Harold L. Ickes described McCarran as "easy-going, old-shoe Pat" in a column criticizing McCarran as a tool of the oil companies, for not supporting certain regulations Ickes favored. American journalist John Gunther was also critical of McCarran's alleged corporate ties, writing that he resembled gold "in that he is soft, heavy, and not a good conductor."
Possible statue removal
In 2017, Nevada's three Democratic members of the U.S. House of Representatives wrote to Governor Brian Sandoval and state legislative leaders and stated their view that review of McCarran's career might warrant removal of his statue from the National Statuary Hall Collection.
While he fought for workers' rights and helped shape the country's aviation industry, McCarran left a legacy of racism, xenophobia and anti-Semitism, said the letter sent Tuesday by Reps. Dina Titus, Ruben Kihuen and Jacky Rosen.
On January 11, 2017, it was reported that a poll of Nevada legislators indicated support for removing McCarran's statue from the collection. A bill introduced in the Nevada State Senate, SB 174, which called for the removal of the statue and renaming of McCarran International Airport for former U.S. Senator Harry Reid, failed to be passed before the end of the 2017 legislative session on June 1, 2017.
- McCarran International Airport located in Las Vegas, Nevada is named after Senator McCarran.
- McCarran Boulevard in Reno is named for Pat McCarran, as is McCarran Street in North Las Vegas.
- Cartoonist Walt Kelly introduced a character into his Pogo comic strip called Mole MacCaroney. Mole's near-blindness and concerns about "germs" were seen as a reference to McCarran and his immigration restriction policies.
- McCarran was in part the inspiration for the fictional character of the corrupt United States Senator Pat Geary in the film The Godfather Part II.
- McCarran's chair from his tenure in the U.S. Senate was featured on an episode of the History Channel reality television series Pawn Stars.
- In the video game, Fallout: New Vegas, the post-apocalyptic remains of McCarran International Airport have been turned into a New California Republic military base named Camp McCarran.
- Browne, Blaine Terry; Cottrell, Robert C. (2010). Lives and Times - Individuals and Issues in American History Since 1865. Lanham, MD: Rowman & Littlefield. p. 173. ISBN 978-0-7425-6193-9.
- Edwards, Jerome E. (1982). Pat McCarran, Political Boss of Nevada. Reno, NV: University of Nevada Press. pp. 3–4, 7. ISBN 978-0-87417-071-9.
- Rocha, Guy (May 2001). Myth #64: Getting the Facts Down Pat. Carson City: Nevada State Library and Archives. p. 1.
- University of Nevada (November 1, 1922). Quarterly Bulletin. Reno, NV: University of Nevada. p. 33.
- "Georgetown U. to Confer Degree on Senator M'Carran". The Guardian (Little Rock). September 10, 1943. p. 5.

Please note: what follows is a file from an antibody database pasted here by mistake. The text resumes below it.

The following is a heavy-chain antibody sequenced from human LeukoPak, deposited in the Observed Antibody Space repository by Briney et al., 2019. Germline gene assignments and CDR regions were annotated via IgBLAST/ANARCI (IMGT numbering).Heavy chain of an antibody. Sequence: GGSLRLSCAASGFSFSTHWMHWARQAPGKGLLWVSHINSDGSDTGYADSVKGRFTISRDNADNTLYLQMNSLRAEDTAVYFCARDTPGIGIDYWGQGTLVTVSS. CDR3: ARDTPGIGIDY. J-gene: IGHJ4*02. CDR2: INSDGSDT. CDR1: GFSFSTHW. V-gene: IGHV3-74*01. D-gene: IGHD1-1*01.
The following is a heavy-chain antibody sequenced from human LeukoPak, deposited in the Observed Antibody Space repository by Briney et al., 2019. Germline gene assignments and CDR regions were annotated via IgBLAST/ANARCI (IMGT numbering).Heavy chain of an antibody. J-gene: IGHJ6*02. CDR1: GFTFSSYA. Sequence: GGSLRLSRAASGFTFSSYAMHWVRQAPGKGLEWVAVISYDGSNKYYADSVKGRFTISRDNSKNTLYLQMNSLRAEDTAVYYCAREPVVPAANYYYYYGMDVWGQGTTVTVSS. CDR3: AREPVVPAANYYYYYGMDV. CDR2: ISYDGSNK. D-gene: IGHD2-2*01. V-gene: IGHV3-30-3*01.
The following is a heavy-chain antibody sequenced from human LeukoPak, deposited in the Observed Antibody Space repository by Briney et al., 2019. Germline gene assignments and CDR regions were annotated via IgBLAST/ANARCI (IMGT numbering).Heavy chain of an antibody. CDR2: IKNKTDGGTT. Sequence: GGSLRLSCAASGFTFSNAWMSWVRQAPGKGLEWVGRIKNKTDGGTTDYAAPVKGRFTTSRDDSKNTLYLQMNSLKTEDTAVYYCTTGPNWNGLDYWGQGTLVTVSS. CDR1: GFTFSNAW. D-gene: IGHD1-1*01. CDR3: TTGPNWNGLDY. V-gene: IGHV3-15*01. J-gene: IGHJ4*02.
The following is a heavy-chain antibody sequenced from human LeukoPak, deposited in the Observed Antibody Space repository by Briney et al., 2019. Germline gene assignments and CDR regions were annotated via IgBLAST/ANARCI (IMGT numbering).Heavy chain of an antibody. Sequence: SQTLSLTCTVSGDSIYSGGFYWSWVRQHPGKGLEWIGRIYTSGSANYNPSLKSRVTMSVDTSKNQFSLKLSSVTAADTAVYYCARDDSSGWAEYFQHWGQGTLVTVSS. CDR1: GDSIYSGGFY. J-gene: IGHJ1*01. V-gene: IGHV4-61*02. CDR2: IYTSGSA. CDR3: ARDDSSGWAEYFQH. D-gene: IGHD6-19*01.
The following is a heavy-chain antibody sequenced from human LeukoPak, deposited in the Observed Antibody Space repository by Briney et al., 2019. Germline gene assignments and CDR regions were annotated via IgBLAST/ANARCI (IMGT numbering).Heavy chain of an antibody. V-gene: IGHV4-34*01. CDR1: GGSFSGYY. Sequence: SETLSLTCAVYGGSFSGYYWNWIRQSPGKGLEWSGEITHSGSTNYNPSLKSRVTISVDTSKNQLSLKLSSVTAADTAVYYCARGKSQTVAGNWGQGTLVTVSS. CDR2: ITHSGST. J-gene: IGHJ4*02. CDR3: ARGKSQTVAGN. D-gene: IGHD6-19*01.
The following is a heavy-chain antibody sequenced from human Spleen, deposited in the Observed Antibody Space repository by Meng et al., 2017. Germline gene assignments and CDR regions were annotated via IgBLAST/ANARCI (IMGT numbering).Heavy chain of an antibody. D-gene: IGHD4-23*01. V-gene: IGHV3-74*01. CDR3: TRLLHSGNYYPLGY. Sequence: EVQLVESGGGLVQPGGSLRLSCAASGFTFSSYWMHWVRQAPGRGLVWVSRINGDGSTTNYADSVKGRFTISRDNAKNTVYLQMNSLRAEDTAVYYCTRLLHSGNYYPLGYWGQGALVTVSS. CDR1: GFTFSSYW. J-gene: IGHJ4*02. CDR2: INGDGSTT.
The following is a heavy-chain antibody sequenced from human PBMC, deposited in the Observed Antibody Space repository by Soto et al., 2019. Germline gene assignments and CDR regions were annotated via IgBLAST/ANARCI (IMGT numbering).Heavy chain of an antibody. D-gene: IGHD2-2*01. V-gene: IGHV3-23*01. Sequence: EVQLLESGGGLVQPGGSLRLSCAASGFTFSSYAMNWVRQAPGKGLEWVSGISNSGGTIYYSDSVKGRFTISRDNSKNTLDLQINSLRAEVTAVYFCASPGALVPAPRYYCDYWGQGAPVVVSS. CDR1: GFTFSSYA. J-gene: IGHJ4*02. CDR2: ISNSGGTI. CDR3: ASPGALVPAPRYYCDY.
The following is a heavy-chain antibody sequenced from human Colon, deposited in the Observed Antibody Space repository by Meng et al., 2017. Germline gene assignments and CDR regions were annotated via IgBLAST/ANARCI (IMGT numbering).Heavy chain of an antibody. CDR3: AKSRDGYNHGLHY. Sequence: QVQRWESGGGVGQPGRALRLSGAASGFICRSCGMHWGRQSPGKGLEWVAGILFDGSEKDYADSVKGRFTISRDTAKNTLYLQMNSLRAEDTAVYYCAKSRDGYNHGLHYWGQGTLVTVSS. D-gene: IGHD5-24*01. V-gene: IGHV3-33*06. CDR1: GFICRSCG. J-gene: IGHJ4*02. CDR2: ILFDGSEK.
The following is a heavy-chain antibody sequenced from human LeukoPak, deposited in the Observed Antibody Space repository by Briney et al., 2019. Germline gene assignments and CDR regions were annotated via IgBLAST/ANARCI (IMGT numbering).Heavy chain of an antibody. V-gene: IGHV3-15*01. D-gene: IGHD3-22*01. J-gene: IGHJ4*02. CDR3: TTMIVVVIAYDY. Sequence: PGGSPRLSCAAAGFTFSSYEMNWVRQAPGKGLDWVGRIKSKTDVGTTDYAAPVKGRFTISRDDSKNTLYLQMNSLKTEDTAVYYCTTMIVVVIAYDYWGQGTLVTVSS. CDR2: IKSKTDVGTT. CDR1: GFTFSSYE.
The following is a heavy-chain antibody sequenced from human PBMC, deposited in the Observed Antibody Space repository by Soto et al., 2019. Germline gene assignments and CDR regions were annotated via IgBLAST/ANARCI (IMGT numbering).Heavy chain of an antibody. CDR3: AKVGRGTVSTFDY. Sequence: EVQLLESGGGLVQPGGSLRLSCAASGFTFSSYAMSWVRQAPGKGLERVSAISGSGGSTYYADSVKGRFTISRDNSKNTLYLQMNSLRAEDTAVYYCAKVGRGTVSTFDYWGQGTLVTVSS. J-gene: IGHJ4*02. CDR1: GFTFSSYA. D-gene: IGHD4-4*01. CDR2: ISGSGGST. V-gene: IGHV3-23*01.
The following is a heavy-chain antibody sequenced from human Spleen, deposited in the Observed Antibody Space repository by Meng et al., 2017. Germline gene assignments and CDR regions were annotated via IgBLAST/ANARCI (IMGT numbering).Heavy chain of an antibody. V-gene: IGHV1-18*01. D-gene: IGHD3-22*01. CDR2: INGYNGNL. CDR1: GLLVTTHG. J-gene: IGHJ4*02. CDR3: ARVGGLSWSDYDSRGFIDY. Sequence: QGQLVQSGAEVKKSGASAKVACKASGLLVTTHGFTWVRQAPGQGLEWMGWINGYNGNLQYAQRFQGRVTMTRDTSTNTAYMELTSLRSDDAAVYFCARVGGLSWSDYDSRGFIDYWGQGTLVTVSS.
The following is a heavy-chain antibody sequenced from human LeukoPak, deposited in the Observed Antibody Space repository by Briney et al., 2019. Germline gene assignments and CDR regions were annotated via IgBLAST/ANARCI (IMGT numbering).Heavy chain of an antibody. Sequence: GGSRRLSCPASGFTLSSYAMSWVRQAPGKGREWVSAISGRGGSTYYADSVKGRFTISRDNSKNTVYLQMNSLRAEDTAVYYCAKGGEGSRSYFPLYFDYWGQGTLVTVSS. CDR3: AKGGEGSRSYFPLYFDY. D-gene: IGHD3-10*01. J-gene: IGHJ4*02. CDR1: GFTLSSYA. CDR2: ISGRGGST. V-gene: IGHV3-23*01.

- University of Nevada Board of Regents (1946). Biennial Report of the Board of Regents of the State University of Nevada. Reno: University of Nevada. p. 21.
- Davis, Sam Post (1913). The History of Nevada. 1. Reno, NV: Elms Publishing Co. p. 306.
- "M'Carran Is New Chief Justice". Reno Gazette-Journal. Reno, NV. January 2, 1917. p. 3. (Subscription required (. ))
- United States Code Congressional and Administrative News. Eagan, Minnesota: West Publishing Company. 1955. p. 42.
- Farnsworth, Joe (1917). List of Members, Officers and Committees and Rules of the Two Houses of the Nevada Legislature. Carson City, NV: State Printing Company. p. 8.
- Encyclopedia of Nevada. Santa Barbara, CA: Somerset Publishers, Inc. 2000. p. 194. ISBN 978-0-403-09611-4.
- McCarran, Pat (May 1, 1939). "My Views on Senate Bill 1635". Popular Aviation. Chicago, Illinois: Ziff-Davis Publishing Company: 36.
- Rothman, Hal (2010). The Making of Modern Nevada. Reno, NV: University of Nevada Press. p. 79. ISBN 978-0-87417-826-5.
- Patrick Anthony McCarran, Late a Senator from Nevada. Washington, D.C.: US Government Printing Office. 1955. p. 5.
- Historian of the United States Senate. "Patrick Anthony McCarran profile". Biographical Directory of the United States Congress. Washington, D.C.: United States Senate. Retrieved December 14, 2016.
- Patrick Anthony McCarran, Late a Senator from Nevada. Washington, D.C.: US Government Printing Office. 1955. p. 47.
- The First 100 Persons Who Shaped Southern Nevada, 1st100.com; accessed December 12, 2016.
- "What is the McCarran-Ferguson Act?". Company Overview: McCarran-Ferguson Act. Bloomington, IL: State Farm Mutual Automobile Insurance Company. Retrieved December 14, 2016.
- Grisinger, Joanna L. (2012). The Unwieldy American State: Administrative Politics since the New Deal. New York, NY: Cambridge University Press. p. 77. ISBN 978-1-107-00432-0.
- Ceplair, Larry (2011). Anti-communism in Twentieth-century America: A Critical History. Santa Barbara, CA: ABC CLIO. p. 97. ISBN 978-1-4408-0047-4.
- Carter, Ralph G.; Scott, James M. (2009). Choosing to Lead: Understanding Congressional Foreign Policy Entrepreneurs. Durham, NC: Duke University Press. pp. 89–90. ISBN 978-0-8223-4503-9.